Camellia Oil Benefits For Hair That Totally Explain Why Coco Chanel Was Obsessed With The Flower

Anyone who has even the slightest obsession with our dear Coco Chanel is likely familiar with the camellia's pretty white blossom, but the oil from this flower is just starting to make its own waves in beauty care. Thanks to my hair's emotional stages of dryness, I've gotten to know that camellia oil benefits for hair are probably one of the main reasons Chanel was so obsessed with it. Camellia oil is hands down one of the best oils, particularly for the summertime hair blues many afro-textured babes face. Basically, any hair types that suffers from a case of the frizzies, the pains of humidity, and overall moisture loss can easily fall in love with this natural, lightly fragrant oil.

My own hairs emotions are usually in three phases of dryness. (1) The "I'm-only-dry-because-you-literally-have-not-touched-me-in-5-days" phase. (2) The "Are-you-seriously-wearing-your-hair-out-in-this-cold-as-crap-temperature" phase, and (3) "I've-accidentally-gotten-wet-and-I'm-extremely-dry-and-very-tangled" phase. The latter being the most common phase. Sorry, hair: I love you, but I'm not wearing an umbrella during a gentle mist no matter how stubborn and coarsely you behave afterwards. It's just not happening. Fortunately, camellia oil has been known to give all hair types a touch of softness. to otherwise dry hair.

When I first heard rumblings of this oil's excellent healing properties, I was already doing a Google search on how and where to find the best camellia oil before the person was even finished talking. According to sources at The Fashion Spot, the best camellia oil comes from the Oshimo Islands of Japan. Also known as tea seed, camellia oil is rich in omega 9 fatty acids. It's about 80 percent oleic acid which is similar to macadamia nut and olive oil. It can be a bit misleading to learn that omega 9 fats are not essential fatty acids because the body can create them on its own. That sounds like it's something you don't need, right? Wrong. This seemingly irrelevant fact is actually pretty important when picking the right summertime oil. Camellia oil is going to be similar to the oil your body naturally produces, keeping pores cleansed (not clogged) and your scalp hydrated (not smothered).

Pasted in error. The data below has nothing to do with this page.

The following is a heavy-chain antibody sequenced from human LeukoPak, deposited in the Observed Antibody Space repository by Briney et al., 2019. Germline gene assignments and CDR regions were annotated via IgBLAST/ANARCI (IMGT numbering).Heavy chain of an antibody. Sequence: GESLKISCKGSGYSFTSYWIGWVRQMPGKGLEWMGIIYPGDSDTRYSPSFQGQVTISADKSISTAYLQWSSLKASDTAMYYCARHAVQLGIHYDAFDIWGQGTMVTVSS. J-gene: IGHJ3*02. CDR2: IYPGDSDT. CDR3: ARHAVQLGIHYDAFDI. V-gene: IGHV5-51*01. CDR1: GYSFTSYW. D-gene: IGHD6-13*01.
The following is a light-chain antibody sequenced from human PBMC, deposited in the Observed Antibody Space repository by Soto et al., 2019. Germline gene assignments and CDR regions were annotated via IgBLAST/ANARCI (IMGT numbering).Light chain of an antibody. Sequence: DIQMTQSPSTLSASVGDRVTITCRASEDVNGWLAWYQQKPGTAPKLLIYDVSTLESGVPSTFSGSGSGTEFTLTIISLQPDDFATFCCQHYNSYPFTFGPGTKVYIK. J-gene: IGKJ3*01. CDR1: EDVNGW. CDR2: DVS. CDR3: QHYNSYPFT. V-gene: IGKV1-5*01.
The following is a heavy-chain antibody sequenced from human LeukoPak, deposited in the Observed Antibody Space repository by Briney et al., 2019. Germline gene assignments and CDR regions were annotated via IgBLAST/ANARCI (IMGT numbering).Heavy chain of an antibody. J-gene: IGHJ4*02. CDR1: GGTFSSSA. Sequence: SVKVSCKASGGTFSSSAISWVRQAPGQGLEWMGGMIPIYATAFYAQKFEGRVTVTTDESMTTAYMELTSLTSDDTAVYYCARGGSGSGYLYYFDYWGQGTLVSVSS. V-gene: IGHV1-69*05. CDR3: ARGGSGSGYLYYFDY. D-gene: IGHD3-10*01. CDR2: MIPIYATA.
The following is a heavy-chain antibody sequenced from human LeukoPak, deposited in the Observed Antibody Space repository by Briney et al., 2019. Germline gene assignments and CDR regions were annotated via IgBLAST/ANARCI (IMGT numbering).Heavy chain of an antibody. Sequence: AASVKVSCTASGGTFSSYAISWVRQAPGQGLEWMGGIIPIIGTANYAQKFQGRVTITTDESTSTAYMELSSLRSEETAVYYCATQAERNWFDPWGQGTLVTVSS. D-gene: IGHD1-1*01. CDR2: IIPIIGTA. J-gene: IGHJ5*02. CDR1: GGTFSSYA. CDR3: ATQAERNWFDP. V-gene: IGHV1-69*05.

According to sources at Curly Nikki, camellia oil is rich in vitamins A, B, C, and E while being a great source of antioxidants and plant collagen. Most notably famous for its ability to seal in moisture and restore the color of grey hair, the nutrients of camellia oil are also beneficial for healthy, smooth skin.

Once you try one of these easy hair and skin recipes with camellia oil, you'll be totally addicted to this natural oil for its anti-aging benefits and of course, keep your tresses on fleek all summer long.

Camellia Hair Sheen

Fight humid days one spritz at a time with this camellia hair sheen spray. Build this recipe in a tinted spray bottle to keep your oils from spoiling. I used one cup of double-boiled water, one teaspoon of vegetable glycerin oil, one tablespoon of sunflower oil, and three tablespoons of camellia oil. Then, I added ylang ylang and jasmine essential oils for extra nutrients and a truly intoxicating scent. Shake your new hair sheen up vigorously and apply on wet hair or brittle, dry ends.

Hot Oil Treatment

Hot oil treatments work particularly well for my own hair in the summer; it helps restore the moisture that powerful AC units have stripped and makes my hair incredibly soft while the sun clearly just wants to burn it off. For an easy hot oil treatment that you can use in between washes, I use a quarter cup of camellia oil, a quarter cup of coconut milk, half a tablespoon of castor oil, then I add 18 drops of sage essential oil. Heat your ingredients over a low flame and apply on wet hair starting at the ends and traveling up towards the roots. For best results, wrap your hair in a hot towel or use a heating cap under a low-heat hairdryer. Keep your hot oil treatment in for at least 20 minutes and rinse well.

Image: Osahiro Nishihata/Flickr; Giphy; Kristin Collins Jackson